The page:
Adelaide is known as the “City of Churches” because of the large number of churches in many denominations located in this city, but according to a popular saying, at least one pub was built for each of the churches built.
Since its inception, Adelaide has attracted immigrants from many countries, especially Germans fleeing religious persecution in their own country, they brought with them the first vine seedlings and they founded the famous vineyards of the Barossa Valley. After the Second World War, a lot of refugees came to South Australia and Adelaide from most European countries, the most from Italy, Greece, the Netherlands and Poland. The first large wave of emigrants from Asia comes from the Vietnam War. This unique, even for Australian conditions, mix of cultures and traditions is reflected primarily in the rich and varied cuisine of many cafes and restaurants in Adelaide (according to unofficial data Adelaide has the most restaurants on the number of residents in Australia).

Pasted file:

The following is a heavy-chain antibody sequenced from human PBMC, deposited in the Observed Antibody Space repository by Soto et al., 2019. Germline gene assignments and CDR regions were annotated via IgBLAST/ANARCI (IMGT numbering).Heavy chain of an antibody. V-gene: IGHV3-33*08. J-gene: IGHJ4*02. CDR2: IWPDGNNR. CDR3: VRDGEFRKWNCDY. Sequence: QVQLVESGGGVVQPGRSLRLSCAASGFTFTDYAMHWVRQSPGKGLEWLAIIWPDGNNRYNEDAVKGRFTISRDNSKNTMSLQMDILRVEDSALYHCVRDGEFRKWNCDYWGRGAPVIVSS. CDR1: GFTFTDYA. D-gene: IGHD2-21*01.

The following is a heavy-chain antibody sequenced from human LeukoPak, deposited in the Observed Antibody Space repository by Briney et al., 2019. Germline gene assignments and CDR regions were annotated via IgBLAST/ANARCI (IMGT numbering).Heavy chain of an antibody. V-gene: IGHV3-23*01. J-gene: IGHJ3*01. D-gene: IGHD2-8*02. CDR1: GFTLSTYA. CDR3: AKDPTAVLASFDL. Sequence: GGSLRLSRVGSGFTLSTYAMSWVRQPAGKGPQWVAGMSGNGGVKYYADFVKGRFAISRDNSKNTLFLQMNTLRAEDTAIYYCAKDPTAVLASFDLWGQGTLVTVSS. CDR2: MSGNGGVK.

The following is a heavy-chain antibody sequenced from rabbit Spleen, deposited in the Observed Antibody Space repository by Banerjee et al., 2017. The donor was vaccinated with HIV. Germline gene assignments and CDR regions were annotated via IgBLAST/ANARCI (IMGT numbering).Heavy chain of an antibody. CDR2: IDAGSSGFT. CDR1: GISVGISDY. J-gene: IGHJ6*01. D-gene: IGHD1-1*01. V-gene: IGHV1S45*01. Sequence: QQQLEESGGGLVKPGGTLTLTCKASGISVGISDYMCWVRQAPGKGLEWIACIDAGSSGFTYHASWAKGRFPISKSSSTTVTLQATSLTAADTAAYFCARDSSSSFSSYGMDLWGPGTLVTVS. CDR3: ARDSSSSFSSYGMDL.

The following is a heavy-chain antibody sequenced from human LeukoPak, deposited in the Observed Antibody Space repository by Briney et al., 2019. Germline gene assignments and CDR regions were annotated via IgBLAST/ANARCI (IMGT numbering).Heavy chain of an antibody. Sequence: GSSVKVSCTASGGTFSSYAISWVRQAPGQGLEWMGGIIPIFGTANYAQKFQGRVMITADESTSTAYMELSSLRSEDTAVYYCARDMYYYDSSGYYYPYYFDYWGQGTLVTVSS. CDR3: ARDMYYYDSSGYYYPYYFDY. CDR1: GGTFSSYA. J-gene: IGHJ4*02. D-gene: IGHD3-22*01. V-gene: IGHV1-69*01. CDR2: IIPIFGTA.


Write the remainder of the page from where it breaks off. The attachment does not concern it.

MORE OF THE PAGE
A large part of the areas around Adelaide are occupied by vineyards which, including the famous Barossa Valley, are a frequent destination for both tourists and residents of Adelaide.
The cultural life in Adelaide developed in the 1970s under the reign of Don Dunston, who is considered the father of modern South Australia, changed many of the outdated and puritanical laws that were in force at that time and Adelaide began to be known then from many different kinds of festivals (one of the state motto is “South Australia – The Festival State”). The most famous festivals in Adelaide in the world include the “Barossa Music Festival”, “Adelaide Festival of Arts”, “Adelaide Film Festival”, “Adelaide Fringe”, and the most famous and popular is WOMADelaide – Australia’s largest music festival ” world and ethnicity taking place in the picturesque parks of the Botanical Garden.